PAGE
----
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I certianly stumbled into something here. I was actually looking up ojectivity and bias in relation to Accounting. But anyway...

I tend to agree with most of you in that I find it difficult to believe in something I have no proof of. Now, I am not even attempting to say I am an expert in either religion or athiesim, or much of what was discussed here. However, I will relate what I once said in a discussion with someone else.

We fell on the discussion of religion in the abstract. I tend to feel that much of what goes on in the world, i.e. wars, strife, conflict etc. is merely a reflection of our animal tendencies. At the risk of stepping on some toes here, in truth, we are nothing more than evolved mammals. We go to war, or beat up the neighbor for looking at, or sleeping with, our spouse, seek out money and power, because that is in the nature of almost every creature alive on earth today. By that, I mean we go to war or put up fences to "stake out our territory", much as a dog pees on a bush to warn another dog away. Simplified, yes, but you get my meaning. We seek power, because most social animals have a heirarchy of leadership, i.e., leader of the pack. And so on and so forth. The pack would fall apart without social laws and acceptence of the leader. And the pack is necessary to hunt and survive. It all comes back to survival...our evolved sense of ourselves is what leads us to attempt to create or build or discover...and cats are just as curious as we are. This is because learning about our world helps us to survive. We seek medicines to combat deseases, because this ensures the survival of our species. We look for better weapons, better ways to make money, defend ourselves etc., because this also leads back to survival.

The argument I was presented with was fairly simple. It is not all about survival, because if that were the case, it would be too depressing. Huh... So, there must be a purpose to all that we do because we want there to be one? There must be life after death, because otherwise there would be no meaning to all that we do, and that is just too depressing to consider? I might hate that I will face a great deal of debt once I graduate school, but wishing it otherwise does not mean I will be debt free. Wanting meaning in our lives, or a divine purpose to what we do, does not make it true. Once we die, we're dead, and we won't much care about what we did on earth anyway...unless of course you believe in heaven and hell. And I find that theory to be more like the story of the boogey man, told to frighten children into obeying their parents. "You will be eaten by the boogey man if you do not do what I say", is a form of control much on the lines with: "you will go to hell if you do not believe what I say"...and religion is the ultimate form of control. Up to the point when the children or the congregation says "I don't believe you."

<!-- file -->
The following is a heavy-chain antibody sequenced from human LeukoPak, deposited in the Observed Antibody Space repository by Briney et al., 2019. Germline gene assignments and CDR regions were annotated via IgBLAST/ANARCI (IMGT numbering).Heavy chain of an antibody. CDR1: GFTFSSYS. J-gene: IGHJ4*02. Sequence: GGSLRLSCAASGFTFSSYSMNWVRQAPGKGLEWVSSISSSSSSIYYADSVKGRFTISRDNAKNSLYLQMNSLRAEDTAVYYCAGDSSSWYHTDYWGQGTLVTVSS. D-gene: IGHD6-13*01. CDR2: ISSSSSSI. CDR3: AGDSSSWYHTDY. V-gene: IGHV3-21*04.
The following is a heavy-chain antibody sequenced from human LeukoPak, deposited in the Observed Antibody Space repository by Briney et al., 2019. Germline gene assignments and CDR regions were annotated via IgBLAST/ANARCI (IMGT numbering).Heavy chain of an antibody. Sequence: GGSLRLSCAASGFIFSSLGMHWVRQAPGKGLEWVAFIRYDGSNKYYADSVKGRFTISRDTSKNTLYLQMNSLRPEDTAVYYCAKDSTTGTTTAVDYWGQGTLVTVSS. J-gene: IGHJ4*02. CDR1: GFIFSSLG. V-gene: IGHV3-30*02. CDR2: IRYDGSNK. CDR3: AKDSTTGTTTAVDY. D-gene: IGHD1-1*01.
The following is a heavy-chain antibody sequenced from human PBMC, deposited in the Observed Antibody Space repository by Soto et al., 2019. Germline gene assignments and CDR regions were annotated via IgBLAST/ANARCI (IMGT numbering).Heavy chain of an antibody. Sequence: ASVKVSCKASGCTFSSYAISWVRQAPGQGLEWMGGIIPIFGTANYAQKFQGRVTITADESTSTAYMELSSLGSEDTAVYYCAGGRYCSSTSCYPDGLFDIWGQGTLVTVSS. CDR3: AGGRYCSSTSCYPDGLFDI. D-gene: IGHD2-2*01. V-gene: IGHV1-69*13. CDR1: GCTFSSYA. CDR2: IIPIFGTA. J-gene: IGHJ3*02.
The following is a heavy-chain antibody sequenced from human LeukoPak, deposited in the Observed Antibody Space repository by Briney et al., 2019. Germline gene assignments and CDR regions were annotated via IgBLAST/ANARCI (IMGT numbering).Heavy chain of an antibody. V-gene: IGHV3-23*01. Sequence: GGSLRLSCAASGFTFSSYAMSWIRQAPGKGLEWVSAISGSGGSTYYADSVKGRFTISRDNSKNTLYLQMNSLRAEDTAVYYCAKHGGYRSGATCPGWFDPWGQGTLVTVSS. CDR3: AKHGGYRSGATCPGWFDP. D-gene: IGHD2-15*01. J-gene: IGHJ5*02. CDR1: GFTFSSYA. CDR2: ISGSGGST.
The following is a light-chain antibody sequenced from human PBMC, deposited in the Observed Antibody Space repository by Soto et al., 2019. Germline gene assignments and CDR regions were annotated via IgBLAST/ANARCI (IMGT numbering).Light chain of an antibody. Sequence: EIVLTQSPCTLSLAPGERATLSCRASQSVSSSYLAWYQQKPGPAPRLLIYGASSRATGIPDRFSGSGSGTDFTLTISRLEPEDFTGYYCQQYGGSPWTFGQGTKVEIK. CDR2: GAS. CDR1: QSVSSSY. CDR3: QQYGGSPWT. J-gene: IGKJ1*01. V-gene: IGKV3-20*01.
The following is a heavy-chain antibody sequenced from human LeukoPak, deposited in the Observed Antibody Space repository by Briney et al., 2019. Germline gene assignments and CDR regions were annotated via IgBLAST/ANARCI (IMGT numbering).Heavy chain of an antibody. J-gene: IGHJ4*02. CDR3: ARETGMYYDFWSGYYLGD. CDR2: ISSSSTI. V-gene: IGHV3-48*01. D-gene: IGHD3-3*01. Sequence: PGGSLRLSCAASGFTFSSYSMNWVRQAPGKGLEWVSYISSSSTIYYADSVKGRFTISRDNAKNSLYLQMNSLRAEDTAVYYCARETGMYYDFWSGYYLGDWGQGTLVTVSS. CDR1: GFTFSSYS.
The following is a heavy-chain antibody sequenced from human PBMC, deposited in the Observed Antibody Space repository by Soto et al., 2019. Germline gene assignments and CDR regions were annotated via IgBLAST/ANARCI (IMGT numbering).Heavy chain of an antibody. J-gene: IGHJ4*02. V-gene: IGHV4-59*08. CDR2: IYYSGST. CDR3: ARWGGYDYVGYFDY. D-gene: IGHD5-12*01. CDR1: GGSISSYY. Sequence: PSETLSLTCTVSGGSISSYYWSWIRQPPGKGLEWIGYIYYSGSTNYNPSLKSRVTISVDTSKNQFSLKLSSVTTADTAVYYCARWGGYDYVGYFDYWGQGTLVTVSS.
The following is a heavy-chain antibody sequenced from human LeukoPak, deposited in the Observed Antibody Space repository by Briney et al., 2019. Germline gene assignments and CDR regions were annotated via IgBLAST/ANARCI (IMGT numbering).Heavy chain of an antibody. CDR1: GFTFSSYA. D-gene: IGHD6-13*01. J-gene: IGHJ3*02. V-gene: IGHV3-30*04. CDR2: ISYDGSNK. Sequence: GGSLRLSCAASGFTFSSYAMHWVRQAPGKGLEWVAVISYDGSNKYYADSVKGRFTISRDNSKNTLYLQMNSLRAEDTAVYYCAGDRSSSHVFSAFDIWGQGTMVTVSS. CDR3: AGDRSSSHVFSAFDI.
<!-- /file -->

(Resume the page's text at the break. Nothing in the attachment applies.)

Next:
In any case, as I said, I am hardly qualified to enter into a deeper debate. I understand that the purpose of this post is to reduce bias. Many religions offer many useful concepts, both in the context of morality and ethics...but morality and ethics also differ from culture to culture and country to country. As do religions....

Thank you for allowing me an opportunity to voice my opinion. I fully expect to be disagreed with.